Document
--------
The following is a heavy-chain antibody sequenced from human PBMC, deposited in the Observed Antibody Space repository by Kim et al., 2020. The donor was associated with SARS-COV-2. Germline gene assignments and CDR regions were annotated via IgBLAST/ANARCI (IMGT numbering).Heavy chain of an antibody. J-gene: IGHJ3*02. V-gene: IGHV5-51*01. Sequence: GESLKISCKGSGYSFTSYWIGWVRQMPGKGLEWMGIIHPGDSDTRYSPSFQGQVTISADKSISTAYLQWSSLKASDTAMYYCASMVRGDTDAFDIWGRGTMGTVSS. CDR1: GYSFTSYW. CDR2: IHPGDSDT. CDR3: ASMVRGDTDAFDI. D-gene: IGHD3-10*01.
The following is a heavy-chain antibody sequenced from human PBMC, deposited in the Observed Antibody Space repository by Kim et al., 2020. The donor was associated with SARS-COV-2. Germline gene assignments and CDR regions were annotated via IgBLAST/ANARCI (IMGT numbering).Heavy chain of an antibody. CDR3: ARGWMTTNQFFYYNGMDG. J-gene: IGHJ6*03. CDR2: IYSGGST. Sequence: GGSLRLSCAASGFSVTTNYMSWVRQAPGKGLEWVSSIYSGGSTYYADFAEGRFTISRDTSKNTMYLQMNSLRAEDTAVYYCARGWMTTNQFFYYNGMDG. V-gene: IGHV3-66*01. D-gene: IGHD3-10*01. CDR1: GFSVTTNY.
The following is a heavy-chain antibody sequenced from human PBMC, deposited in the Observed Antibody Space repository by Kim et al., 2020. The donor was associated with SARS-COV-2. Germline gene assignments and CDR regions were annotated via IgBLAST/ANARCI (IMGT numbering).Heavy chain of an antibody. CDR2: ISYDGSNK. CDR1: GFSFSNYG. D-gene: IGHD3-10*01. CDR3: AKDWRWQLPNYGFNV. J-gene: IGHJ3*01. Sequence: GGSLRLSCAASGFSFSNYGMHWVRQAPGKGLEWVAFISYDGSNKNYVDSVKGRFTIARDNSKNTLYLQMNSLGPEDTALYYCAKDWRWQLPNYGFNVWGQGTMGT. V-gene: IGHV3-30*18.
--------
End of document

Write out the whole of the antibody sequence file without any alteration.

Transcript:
The following is a heavy-chain antibody sequenced from human PBMC, deposited in the Observed Antibody Space repository by Kim et al., 2020. The donor was associated with SARS-COV-2. Germline gene assignments and CDR regions were annotated via IgBLAST/ANARCI (IMGT numbering).Heavy chain of an antibody. J-gene: IGHJ3*02. V-gene: IGHV5-51*01. Sequence: GESLKISCKGSGYSFTSYWIGWVRQMPGKGLEWMGIIHPGDSDTRYSPSFQGQVTISADKSISTAYLQWSSLKASDTAMYYCASMVRGDTDAFDIWGRGTMGTVSS. CDR1: GYSFTSYW. CDR2: IHPGDSDT. CDR3: ASMVRGDTDAFDI. D-gene: IGHD3-10*01.
The following is a heavy-chain antibody sequenced from human PBMC, deposited in the Observed Antibody Space repository by Kim et al., 2020. The donor was associated with SARS-COV-2. Germline gene assignments and CDR regions were annotated via IgBLAST/ANARCI (IMGT numbering).Heavy chain of an antibody. CDR3: ARGWMTTNQFFYYNGMDG. J-gene: IGHJ6*03. CDR2: IYSGGST. Sequence: GGSLRLSCAASGFSVTTNYMSWVRQAPGKGLEWVSSIYSGGSTYYADFAEGRFTISRDTSKNTMYLQMNSLRAEDTAVYYCARGWMTTNQFFYYNGMDG. V-gene: IGHV3-66*01. D-gene: IGHD3-10*01. CDR1: GFSVTTNY.
The following is a heavy-chain antibody sequenced from human PBMC, deposited in the Observed Antibody Space repository by Kim et al., 2020. The donor was associated with SARS-COV-2. Germline gene assignments and CDR regions were annotated via IgBLAST/ANARCI (IMGT numbering).Heavy chain of an antibody. CDR2: ISYDGSNK. CDR1: GFSFSNYG. D-gene: IGHD3-10*01. CDR3: AKDWRWQLPNYGFNV. J-gene: IGHJ3*01. Sequence: GGSLRLSCAASGFSFSNYGMHWVRQAPGKGLEWVAFISYDGSNKNYVDSVKGRFTIARDNSKNTLYLQMNSLGPEDTALYYCAKDWRWQLPNYGFNVWGQGTMGT. V-gene: IGHV3-30*18.